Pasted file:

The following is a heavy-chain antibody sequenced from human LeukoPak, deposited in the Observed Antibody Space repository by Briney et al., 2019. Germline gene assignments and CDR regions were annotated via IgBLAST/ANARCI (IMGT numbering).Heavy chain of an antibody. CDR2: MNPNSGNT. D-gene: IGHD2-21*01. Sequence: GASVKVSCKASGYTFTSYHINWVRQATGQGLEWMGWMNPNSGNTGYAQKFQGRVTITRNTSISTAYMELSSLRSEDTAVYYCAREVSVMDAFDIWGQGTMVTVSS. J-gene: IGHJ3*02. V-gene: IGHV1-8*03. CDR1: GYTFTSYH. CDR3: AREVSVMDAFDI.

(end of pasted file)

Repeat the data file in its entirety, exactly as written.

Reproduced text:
The following is a heavy-chain antibody sequenced from human LeukoPak, deposited in the Observed Antibody Space repository by Briney et al., 2019. Germline gene assignments and CDR regions were annotated via IgBLAST/ANARCI (IMGT numbering).Heavy chain of an antibody. CDR2: MNPNSGNT. D-gene: IGHD2-21*01. Sequence: GASVKVSCKASGYTFTSYHINWVRQATGQGLEWMGWMNPNSGNTGYAQKFQGRVTITRNTSISTAYMELSSLRSEDTAVYYCAREVSVMDAFDIWGQGTMVTVSS. J-gene: IGHJ3*02. V-gene: IGHV1-8*03. CDR1: GYTFTSYH. CDR3: AREVSVMDAFDI.